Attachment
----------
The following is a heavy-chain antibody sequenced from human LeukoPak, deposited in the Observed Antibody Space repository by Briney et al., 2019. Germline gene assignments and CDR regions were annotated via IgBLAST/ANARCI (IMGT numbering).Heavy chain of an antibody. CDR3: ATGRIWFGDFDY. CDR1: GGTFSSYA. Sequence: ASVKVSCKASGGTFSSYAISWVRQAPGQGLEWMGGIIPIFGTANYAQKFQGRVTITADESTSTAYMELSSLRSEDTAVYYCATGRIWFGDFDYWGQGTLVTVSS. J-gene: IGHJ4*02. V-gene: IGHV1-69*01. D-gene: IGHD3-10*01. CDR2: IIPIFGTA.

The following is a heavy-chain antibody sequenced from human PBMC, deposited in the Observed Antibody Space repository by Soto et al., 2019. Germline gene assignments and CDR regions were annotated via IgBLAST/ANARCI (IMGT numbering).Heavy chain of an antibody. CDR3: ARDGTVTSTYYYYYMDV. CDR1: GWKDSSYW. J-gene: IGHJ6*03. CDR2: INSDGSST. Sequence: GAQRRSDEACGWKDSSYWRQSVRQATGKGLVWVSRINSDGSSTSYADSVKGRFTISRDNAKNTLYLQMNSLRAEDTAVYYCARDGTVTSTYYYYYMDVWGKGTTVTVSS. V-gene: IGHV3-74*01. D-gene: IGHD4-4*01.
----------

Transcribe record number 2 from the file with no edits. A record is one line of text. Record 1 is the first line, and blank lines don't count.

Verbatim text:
The following is a heavy-chain antibody sequenced from human PBMC, deposited in the Observed Antibody Space repository by Soto et al., 2019. Germline gene assignments and CDR regions were annotated via IgBLAST/ANARCI (IMGT numbering).Heavy chain of an antibody. CDR3: ARDGTVTSTYYYYYMDV. CDR1: GWKDSSYW. J-gene: IGHJ6*03. CDR2: INSDGSST. Sequence: GAQRRSDEACGWKDSSYWRQSVRQATGKGLVWVSRINSDGSSTSYADSVKGRFTISRDNAKNTLYLQMNSLRAEDTAVYYCARDGTVTSTYYYYYMDVWGKGTTVTVSS. V-gene: IGHV3-74*01. D-gene: IGHD4-4*01.